A group of 150 scientists, researchers, and academics have written an appeal for organizers to either move the Olympic Games from Rio de Janeiro or delay them, citing the ongoing Zika virus public health emergency.

The letter reads in part:

We make this call despite the widespread fatalism that the Rio 2016 Games are inevitable or “too big to fail”. History teaches this is wrong: the 1916, 1940, and 1944 Olympic Games were not just postponed or moved, but cancelled. Other sporting events were moved because of disease, as Major League Baseball did for Zika, and the Africa Cup of Nations did for Ebola. FIFA moved the 2003 Women’s World Cup from China to the USA because of the SARS epidemic, based on the advice from university-based experts, as many of us are.

The letter proceeds to express concern that tourists from around the world will carry the virus back home with them to countries not yet exposed to the epidemic. Poor countries in particular concern the letter’s signatories, who argue that the Olympics pose an unnecessary risk that may lead to outbreaks in regions ill-equipped to cope with the mysterious virus.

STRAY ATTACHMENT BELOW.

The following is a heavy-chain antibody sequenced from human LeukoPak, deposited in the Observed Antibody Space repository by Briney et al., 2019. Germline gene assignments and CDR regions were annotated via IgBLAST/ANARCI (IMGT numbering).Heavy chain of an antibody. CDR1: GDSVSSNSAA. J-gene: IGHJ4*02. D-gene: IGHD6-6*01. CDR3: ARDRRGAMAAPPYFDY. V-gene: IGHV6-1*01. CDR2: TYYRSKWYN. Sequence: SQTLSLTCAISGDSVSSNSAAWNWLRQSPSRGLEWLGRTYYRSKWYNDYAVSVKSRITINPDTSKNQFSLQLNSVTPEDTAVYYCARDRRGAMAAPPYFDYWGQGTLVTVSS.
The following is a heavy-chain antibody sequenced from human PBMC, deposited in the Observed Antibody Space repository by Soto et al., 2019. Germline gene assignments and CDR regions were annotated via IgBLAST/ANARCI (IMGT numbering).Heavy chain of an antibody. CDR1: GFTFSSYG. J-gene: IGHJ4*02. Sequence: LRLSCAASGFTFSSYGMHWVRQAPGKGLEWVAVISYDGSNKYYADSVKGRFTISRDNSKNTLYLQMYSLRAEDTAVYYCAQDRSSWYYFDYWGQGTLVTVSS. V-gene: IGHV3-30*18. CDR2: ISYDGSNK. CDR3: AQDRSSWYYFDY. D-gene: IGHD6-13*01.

Amir Attaran – a professor at the University of Ottawa and prominent signatory of the letter – informed The Guardian of his pessimistic post-olympics forecast, remarking that the “odds are extremely high that somebody will take the disease elsewhere and seed a new outbreak.”

In response, the World Health Organization (WHO) released a statement downplaying the  Olympics’ role in spreading the Zika virus update, stating that “canceling or changing the location of the 2016 Olympics will not significantly alter the international spread of Zika virus,” adding that Brazil is simply one of nearly 60 countries which have reported cases.

The WHO reaffirms that tourists should simply follow the world health body’s travel advice, which essentially amounts to wearing mosquito repellant and practicing safe-sex.

Purportedly, the International Olympic Committee has not consulted with the WHO regarding the organization’s dismissal of scientists’ fears, though the governing body of the Olympics has long maintained that there is no possibility of moving the games, the multi-billion dollar budget for which grows every week.

There is likely intense resistance to calls for a delay or cancellation from interests that have contributed to the immense sum of money invested in the games.

Zika virus has been proven to cause microcephaly in new-born infants, which causes malformed heads and debilitating and/or lethal brain damage. Additionally, there may be some links between the virus and deleterious side-effects in adults, including a possible correlation between Zika and Guillain-Barré syndrome, which can cause paralysis and death.

The United States Olympic Committee has told athletes and staff that they should skip the Rio games if they are concerned about Zika, Reuters reports.

The Tap will bring you further coverage as the Olympics approach concerning Zika virus and other ongoing events, including the political strife and economic turmoil currently ravishing the host country Brazil.


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